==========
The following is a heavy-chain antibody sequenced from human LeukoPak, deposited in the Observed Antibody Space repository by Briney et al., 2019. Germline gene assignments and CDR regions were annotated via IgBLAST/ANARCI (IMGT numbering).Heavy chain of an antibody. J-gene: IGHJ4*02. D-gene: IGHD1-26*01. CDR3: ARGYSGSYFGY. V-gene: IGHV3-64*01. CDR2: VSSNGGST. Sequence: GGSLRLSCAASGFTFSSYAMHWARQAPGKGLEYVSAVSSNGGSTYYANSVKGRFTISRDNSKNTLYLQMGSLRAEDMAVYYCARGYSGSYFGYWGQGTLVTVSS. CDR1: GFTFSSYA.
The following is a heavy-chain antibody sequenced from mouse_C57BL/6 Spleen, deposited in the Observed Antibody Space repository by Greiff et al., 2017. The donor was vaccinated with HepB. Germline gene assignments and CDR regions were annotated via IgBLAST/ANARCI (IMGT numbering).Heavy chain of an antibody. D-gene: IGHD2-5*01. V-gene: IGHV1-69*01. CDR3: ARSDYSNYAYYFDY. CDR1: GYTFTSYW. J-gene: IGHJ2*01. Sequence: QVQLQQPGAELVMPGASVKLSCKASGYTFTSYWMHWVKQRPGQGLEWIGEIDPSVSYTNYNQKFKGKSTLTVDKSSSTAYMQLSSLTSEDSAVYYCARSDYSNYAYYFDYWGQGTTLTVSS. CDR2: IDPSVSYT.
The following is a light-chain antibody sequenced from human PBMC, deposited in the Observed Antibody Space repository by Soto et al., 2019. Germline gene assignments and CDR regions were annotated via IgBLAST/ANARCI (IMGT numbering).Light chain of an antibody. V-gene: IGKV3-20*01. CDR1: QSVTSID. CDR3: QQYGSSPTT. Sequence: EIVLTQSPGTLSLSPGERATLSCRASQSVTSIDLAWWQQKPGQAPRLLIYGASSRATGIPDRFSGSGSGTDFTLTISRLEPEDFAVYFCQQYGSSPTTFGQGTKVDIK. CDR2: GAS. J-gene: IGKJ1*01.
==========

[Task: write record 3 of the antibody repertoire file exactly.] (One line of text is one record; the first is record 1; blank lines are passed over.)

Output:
The following is a light-chain antibody sequenced from human PBMC, deposited in the Observed Antibody Space repository by Soto et al., 2019. Germline gene assignments and CDR regions were annotated via IgBLAST/ANARCI (IMGT numbering).Light chain of an antibody. V-gene: IGKV3-20*01. CDR1: QSVTSID. CDR3: QQYGSSPTT. Sequence: EIVLTQSPGTLSLSPGERATLSCRASQSVTSIDLAWWQQKPGQAPRLLIYGASSRATGIPDRFSGSGSGTDFTLTISRLEPEDFAVYFCQQYGSSPTTFGQGTKVDIK. CDR2: GAS. J-gene: IGKJ1*01.